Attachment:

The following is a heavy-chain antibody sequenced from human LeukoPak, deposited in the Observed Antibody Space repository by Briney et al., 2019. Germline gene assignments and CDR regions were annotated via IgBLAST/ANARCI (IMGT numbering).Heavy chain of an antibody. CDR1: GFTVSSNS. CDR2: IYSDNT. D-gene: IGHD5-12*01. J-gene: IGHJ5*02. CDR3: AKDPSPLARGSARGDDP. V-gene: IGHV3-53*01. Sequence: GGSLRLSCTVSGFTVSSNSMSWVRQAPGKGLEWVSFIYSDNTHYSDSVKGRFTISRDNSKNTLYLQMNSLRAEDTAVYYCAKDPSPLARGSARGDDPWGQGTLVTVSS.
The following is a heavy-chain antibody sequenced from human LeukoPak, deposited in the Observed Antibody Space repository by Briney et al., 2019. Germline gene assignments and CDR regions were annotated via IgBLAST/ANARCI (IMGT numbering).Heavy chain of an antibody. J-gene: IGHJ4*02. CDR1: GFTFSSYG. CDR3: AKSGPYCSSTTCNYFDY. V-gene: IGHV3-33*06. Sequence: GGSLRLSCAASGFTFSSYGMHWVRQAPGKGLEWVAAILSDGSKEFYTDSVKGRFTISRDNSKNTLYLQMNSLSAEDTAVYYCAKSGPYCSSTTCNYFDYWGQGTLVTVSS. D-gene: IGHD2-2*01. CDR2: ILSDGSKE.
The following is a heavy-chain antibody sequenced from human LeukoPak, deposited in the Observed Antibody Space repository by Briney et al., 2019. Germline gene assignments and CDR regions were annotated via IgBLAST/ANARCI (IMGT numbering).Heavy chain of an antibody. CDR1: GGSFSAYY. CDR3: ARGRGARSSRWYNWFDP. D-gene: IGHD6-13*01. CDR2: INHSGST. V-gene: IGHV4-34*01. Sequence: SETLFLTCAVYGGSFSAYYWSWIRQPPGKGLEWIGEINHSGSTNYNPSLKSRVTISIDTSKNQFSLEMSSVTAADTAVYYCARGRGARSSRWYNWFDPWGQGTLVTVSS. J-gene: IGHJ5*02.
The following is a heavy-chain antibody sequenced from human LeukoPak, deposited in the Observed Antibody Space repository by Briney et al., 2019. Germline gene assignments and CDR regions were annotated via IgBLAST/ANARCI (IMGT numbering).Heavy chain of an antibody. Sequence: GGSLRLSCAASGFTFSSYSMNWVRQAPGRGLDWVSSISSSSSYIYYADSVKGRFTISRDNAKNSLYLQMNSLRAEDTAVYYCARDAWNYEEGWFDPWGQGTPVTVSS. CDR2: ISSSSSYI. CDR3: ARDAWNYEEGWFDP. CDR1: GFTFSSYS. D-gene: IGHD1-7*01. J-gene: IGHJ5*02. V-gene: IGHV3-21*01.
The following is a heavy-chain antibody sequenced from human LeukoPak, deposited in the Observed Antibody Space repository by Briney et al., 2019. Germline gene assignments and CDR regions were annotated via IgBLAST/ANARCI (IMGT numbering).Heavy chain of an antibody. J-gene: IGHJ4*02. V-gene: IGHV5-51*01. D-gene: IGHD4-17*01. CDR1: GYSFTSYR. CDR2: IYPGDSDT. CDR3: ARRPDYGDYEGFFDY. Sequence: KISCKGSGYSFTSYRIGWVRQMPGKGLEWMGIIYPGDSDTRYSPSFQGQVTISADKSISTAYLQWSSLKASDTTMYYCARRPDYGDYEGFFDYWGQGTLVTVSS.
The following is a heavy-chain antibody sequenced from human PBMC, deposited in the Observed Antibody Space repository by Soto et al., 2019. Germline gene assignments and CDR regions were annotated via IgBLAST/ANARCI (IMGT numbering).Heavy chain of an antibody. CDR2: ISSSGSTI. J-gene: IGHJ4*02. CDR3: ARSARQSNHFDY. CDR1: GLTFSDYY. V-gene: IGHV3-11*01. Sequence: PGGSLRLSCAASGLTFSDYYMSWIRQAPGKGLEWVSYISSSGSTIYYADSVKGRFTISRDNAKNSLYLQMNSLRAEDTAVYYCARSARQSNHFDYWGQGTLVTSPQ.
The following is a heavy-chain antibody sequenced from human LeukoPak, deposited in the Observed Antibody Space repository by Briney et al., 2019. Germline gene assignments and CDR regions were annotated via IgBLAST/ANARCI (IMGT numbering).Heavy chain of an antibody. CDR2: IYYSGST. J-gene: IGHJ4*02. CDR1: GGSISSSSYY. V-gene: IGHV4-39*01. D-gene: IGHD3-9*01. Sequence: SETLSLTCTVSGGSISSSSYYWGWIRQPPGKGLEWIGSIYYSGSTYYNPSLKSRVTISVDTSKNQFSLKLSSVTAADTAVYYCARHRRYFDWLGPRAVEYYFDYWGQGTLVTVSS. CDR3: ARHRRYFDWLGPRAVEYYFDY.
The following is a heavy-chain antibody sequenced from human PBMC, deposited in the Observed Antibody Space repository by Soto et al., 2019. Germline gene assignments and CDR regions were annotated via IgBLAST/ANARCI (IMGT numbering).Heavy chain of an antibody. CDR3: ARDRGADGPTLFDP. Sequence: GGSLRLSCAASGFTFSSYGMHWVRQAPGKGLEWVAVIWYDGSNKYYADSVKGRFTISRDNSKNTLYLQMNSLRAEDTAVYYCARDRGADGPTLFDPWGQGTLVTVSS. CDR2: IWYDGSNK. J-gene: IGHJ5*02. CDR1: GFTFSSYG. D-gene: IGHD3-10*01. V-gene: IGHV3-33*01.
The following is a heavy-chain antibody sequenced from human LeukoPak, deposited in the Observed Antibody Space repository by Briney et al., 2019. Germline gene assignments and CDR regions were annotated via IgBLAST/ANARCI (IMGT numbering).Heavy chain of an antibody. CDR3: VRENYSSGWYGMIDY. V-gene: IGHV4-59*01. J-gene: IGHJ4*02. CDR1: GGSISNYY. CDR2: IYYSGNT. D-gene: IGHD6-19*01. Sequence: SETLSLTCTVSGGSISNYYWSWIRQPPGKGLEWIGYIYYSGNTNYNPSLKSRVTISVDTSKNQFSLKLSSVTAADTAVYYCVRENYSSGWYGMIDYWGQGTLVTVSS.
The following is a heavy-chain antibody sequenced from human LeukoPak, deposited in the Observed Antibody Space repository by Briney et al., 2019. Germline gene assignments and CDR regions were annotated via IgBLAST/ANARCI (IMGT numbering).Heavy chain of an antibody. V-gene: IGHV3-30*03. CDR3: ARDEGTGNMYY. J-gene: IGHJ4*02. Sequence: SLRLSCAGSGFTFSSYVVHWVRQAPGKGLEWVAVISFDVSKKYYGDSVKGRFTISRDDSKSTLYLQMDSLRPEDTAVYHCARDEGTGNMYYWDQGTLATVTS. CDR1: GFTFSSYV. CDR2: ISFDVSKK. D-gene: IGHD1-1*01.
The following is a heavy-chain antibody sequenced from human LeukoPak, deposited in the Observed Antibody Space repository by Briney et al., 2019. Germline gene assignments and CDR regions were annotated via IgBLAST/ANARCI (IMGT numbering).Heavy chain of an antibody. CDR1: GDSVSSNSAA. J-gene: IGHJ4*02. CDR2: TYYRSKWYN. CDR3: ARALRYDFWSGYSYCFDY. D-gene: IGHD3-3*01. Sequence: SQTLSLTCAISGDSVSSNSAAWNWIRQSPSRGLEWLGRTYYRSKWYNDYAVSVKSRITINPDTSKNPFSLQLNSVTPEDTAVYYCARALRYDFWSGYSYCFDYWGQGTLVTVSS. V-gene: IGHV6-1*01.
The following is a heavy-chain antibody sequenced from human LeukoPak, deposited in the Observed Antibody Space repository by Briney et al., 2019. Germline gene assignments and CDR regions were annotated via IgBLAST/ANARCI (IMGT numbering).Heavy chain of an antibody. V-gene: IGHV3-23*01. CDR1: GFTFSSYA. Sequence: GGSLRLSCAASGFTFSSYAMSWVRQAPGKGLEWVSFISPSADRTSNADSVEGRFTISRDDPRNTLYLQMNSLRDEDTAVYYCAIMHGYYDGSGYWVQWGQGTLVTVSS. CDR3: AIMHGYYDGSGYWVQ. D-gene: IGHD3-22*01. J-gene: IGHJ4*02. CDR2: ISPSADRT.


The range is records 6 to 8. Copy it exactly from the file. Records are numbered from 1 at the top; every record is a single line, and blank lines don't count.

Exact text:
The following is a heavy-chain antibody sequenced from human PBMC, deposited in the Observed Antibody Space repository by Soto et al., 2019. Germline gene assignments and CDR regions were annotated via IgBLAST/ANARCI (IMGT numbering).Heavy chain of an antibody. CDR2: ISSSGSTI. J-gene: IGHJ4*02. CDR3: ARSARQSNHFDY. CDR1: GLTFSDYY. V-gene: IGHV3-11*01. Sequence: PGGSLRLSCAASGLTFSDYYMSWIRQAPGKGLEWVSYISSSGSTIYYADSVKGRFTISRDNAKNSLYLQMNSLRAEDTAVYYCARSARQSNHFDYWGQGTLVTSPQ.
The following is a heavy-chain antibody sequenced from human LeukoPak, deposited in the Observed Antibody Space repository by Briney et al., 2019. Germline gene assignments and CDR regions were annotated via IgBLAST/ANARCI (IMGT numbering).Heavy chain of an antibody. CDR2: IYYSGST. J-gene: IGHJ4*02. CDR1: GGSISSSSYY. V-gene: IGHV4-39*01. D-gene: IGHD3-9*01. Sequence: SETLSLTCTVSGGSISSSSYYWGWIRQPPGKGLEWIGSIYYSGSTYYNPSLKSRVTISVDTSKNQFSLKLSSVTAADTAVYYCARHRRYFDWLGPRAVEYYFDYWGQGTLVTVSS. CDR3: ARHRRYFDWLGPRAVEYYFDY.
The following is a heavy-chain antibody sequenced from human PBMC, deposited in the Observed Antibody Space repository by Soto et al., 2019. Germline gene assignments and CDR regions were annotated via IgBLAST/ANARCI (IMGT numbering).Heavy chain of an antibody. CDR3: ARDRGADGPTLFDP. Sequence: GGSLRLSCAASGFTFSSYGMHWVRQAPGKGLEWVAVIWYDGSNKYYADSVKGRFTISRDNSKNTLYLQMNSLRAEDTAVYYCARDRGADGPTLFDPWGQGTLVTVSS. CDR2: IWYDGSNK. J-gene: IGHJ5*02. CDR1: GFTFSSYG. D-gene: IGHD3-10*01. V-gene: IGHV3-33*01.